Propane gas tank continues to burn day after large evacuation in Coconut Grove

COCONUT GROVE, FLA. (WSVN) - - A day after nearly 300 people were evacuated from buildings in Coconut Grove, fire rescue crews continue to burn the propane gas that caused the incident.

City of Miami Fire Rescue and Police responded to the scene along Southwest 27th Avenue near 30th Street for the second day in a row, Thursday.

A propane tank was found leaking Wednesday morning, which led to an apartment building, daycare center and several single-family homes to be evacuated for over 12 hours.

Authorities started receiving calls at around 8 a.m. after people in the area smelled gas near the apartment building.

7News cameras captured evacuated children and their caretakers from the daycare center sitting underneath a pop-up tent.

Residents were given the all clear to return to their homes overnight.

The remaining propane gas inside of the tank was burned the next morning, but residents said they are still concerned.

“Our operation that’s commencing today is to fill the tank up with water and burn off whatever remaining gasses that may be inside of the tank,” said City of Miami Fire Rescue Capt. Ignatius Carroll.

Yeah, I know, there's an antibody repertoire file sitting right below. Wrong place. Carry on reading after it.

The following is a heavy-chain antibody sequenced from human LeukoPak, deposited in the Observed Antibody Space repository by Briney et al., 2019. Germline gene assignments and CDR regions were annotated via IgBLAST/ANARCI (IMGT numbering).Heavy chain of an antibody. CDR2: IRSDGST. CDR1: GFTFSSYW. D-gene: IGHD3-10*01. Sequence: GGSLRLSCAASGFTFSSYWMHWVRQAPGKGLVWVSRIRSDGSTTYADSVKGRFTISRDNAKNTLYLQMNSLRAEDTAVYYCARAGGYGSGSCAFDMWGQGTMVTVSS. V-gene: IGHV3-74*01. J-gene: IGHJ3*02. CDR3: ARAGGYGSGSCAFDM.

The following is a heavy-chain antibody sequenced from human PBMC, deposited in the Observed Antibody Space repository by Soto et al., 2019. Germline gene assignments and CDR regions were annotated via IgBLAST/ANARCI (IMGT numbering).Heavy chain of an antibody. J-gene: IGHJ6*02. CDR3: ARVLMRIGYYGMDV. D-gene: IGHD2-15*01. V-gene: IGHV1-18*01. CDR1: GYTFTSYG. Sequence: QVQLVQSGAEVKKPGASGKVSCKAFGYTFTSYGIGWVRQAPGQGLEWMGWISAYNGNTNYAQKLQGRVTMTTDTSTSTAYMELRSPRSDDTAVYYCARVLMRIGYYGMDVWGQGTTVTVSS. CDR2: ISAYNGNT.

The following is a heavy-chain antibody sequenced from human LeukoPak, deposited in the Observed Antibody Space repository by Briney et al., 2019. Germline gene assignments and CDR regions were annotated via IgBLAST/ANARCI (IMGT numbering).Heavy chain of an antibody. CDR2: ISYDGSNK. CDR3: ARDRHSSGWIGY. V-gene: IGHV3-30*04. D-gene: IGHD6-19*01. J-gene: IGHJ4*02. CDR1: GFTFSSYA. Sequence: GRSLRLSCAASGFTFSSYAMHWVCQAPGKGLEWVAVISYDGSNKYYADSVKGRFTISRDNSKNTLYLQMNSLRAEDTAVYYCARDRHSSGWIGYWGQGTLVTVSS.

The apartment building’s property owner said they had no idea it was there.

“Gas has a tendency to cause vapors that could reach an explosive range and the unknown had us concerned,” said Carroll. “As a result, we focused on safety and we evacuated an area we felt would be sufficient enough, in the event something went wrong.”

One of the residents evacuated from her home said she’s still concerned.

“It was a nightmare, really, not knowing because of the recent explosion in Plantation,” said resident Sonia Sanguinetti. “It’s just still very worrisome.”

Rescue officials said there is no need for those in the area to worry.

“We want to make sure that residents in this area here are assured that their safety is number one, and there’s no need for concern like yesterday,” said Carroll.

“It’s still just very scary as to what’s going underground,” said Sanguinetti. “Why weren’t these tanks taken care of a long time ago?”

Officials said it is up to a property owner to remove a tank or to leave it in the ground.

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